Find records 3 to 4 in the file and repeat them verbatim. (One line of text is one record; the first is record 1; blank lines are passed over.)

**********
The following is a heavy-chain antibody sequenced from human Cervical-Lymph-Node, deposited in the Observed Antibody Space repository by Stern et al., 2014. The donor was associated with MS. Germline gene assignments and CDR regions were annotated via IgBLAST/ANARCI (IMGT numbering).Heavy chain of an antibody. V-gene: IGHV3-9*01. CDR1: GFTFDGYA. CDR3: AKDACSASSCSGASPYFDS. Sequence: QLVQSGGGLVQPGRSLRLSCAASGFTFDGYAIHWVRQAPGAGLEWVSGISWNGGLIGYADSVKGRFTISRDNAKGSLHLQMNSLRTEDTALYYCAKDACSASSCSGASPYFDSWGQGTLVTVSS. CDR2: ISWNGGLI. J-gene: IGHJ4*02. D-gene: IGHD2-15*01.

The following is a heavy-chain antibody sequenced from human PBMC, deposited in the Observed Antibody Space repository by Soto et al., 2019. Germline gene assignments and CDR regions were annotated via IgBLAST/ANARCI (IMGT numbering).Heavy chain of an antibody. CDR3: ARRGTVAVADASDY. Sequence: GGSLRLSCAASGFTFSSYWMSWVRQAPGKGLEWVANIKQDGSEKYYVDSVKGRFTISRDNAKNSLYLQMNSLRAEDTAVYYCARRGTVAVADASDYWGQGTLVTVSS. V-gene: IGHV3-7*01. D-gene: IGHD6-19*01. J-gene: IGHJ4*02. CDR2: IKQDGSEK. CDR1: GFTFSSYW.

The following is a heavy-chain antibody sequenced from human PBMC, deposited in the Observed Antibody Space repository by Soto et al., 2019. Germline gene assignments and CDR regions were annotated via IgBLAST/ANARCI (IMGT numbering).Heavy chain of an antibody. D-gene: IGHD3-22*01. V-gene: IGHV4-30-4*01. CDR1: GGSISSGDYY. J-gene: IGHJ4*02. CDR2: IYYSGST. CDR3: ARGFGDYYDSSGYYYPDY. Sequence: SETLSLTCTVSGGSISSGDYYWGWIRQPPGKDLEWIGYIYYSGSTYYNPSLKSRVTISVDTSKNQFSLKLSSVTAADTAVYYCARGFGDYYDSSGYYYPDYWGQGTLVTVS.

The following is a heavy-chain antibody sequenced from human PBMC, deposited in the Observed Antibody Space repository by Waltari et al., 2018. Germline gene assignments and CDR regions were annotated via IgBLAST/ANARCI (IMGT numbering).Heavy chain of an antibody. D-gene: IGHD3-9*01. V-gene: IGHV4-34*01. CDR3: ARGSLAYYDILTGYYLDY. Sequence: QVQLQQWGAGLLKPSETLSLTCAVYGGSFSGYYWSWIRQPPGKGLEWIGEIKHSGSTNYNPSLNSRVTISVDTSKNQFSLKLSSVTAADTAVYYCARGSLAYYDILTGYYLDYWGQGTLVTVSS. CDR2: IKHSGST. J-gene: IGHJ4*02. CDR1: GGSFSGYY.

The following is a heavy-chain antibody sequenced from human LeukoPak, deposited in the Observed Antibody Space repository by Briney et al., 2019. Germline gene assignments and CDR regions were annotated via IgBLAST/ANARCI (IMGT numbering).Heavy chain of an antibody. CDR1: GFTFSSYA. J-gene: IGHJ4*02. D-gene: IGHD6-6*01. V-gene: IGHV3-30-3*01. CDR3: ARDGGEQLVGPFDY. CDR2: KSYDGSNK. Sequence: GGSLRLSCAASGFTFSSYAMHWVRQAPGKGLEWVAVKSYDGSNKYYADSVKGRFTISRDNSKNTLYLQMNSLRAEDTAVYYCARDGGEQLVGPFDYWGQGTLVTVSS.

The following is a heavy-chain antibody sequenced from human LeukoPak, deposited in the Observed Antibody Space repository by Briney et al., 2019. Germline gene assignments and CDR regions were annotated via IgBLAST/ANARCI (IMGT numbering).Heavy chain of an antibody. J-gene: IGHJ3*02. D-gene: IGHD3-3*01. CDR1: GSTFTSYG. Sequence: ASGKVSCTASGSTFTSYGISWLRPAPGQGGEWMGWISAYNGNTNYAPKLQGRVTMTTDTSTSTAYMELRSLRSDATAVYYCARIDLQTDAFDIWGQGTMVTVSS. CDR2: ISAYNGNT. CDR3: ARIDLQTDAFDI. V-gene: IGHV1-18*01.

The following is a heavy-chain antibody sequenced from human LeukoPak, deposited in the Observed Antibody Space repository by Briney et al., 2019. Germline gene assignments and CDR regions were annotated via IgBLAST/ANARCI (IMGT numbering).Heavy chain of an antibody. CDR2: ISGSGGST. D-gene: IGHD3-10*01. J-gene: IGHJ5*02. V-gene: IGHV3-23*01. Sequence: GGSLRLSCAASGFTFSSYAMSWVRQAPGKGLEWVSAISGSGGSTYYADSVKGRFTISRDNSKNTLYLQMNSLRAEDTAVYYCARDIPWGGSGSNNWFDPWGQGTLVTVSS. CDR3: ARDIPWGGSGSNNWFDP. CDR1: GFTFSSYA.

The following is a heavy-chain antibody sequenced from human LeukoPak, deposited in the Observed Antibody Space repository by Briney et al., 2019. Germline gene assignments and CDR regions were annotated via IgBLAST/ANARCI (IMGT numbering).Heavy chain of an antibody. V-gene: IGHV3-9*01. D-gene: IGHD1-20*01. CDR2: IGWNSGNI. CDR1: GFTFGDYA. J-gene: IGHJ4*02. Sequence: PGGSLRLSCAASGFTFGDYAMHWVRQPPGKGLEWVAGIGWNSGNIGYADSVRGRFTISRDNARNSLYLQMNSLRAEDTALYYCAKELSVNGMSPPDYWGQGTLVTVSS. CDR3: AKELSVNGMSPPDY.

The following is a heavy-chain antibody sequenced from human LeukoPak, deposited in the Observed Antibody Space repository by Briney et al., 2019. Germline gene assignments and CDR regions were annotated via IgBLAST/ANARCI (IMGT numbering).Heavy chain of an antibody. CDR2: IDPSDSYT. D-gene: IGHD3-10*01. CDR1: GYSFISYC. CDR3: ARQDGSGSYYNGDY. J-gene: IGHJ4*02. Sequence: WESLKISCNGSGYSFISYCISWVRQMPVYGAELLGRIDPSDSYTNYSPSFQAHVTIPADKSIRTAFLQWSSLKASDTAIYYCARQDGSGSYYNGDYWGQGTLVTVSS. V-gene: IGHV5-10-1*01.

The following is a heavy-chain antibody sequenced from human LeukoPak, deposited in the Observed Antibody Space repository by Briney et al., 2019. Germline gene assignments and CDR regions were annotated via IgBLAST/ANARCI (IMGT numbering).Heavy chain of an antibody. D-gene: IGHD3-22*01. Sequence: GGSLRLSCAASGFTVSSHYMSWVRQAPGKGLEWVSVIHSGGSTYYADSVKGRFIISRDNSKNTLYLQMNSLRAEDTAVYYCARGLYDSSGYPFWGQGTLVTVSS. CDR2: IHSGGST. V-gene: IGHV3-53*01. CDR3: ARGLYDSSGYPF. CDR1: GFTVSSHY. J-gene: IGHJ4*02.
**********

The following is a heavy-chain antibody sequenced from human PBMC, deposited in the Observed Antibody Space repository by Soto et al., 2019. Germline gene assignments and CDR regions were annotated via IgBLAST/ANARCI (IMGT numbering).Heavy chain of an antibody. D-gene: IGHD3-22*01. V-gene: IGHV4-30-4*01. CDR1: GGSISSGDYY. J-gene: IGHJ4*02. CDR2: IYYSGST. CDR3: ARGFGDYYDSSGYYYPDY. Sequence: SETLSLTCTVSGGSISSGDYYWGWIRQPPGKDLEWIGYIYYSGSTYYNPSLKSRVTISVDTSKNQFSLKLSSVTAADTAVYYCARGFGDYYDSSGYYYPDYWGQGTLVTVS.

The following is a heavy-chain antibody sequenced from human PBMC, deposited in the Observed Antibody Space repository by Waltari et al., 2018. Germline gene assignments and CDR regions were annotated via IgBLAST/ANARCI (IMGT numbering).Heavy chain of an antibody. D-gene: IGHD3-9*01. V-gene: IGHV4-34*01. CDR3: ARGSLAYYDILTGYYLDY. Sequence: QVQLQQWGAGLLKPSETLSLTCAVYGGSFSGYYWSWIRQPPGKGLEWIGEIKHSGSTNYNPSLNSRVTISVDTSKNQFSLKLSSVTAADTAVYYCARGSLAYYDILTGYYLDYWGQGTLVTVSS. CDR2: IKHSGST. J-gene: IGHJ4*02. CDR1: GGSFSGYY.